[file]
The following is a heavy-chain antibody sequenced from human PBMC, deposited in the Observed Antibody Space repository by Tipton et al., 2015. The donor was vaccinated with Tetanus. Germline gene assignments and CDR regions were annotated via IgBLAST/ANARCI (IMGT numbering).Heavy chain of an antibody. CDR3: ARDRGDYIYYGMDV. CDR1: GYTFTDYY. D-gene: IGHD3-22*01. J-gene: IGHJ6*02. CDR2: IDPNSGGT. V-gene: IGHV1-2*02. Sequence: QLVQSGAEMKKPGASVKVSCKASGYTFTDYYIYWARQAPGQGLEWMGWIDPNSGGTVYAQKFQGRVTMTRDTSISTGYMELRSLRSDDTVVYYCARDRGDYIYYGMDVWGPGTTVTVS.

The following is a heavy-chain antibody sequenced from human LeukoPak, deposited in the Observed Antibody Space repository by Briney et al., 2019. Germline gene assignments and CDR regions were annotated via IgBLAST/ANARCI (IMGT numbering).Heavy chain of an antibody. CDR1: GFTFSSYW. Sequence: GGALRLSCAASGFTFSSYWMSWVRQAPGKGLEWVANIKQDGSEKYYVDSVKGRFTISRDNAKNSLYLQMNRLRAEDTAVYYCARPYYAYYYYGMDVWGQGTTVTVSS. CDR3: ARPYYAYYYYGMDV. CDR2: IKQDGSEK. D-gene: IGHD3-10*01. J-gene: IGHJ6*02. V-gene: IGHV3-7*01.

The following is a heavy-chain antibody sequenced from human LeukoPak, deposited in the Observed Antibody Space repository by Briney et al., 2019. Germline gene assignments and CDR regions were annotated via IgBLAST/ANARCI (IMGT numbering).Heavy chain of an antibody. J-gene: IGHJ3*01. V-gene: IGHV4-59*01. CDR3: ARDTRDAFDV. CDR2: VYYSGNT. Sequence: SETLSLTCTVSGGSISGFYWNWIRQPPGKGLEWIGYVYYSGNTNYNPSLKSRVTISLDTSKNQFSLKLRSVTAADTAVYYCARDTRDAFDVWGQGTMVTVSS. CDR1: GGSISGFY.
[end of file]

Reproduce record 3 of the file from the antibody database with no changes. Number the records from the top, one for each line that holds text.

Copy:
The following is a heavy-chain antibody sequenced from human LeukoPak, deposited in the Observed Antibody Space repository by Briney et al., 2019. Germline gene assignments and CDR regions were annotated via IgBLAST/ANARCI (IMGT numbering).Heavy chain of an antibody. J-gene: IGHJ3*01. V-gene: IGHV4-59*01. CDR3: ARDTRDAFDV. CDR2: VYYSGNT. Sequence: SETLSLTCTVSGGSISGFYWNWIRQPPGKGLEWIGYVYYSGNTNYNPSLKSRVTISLDTSKNQFSLKLRSVTAADTAVYYCARDTRDAFDVWGQGTMVTVSS. CDR1: GGSISGFY.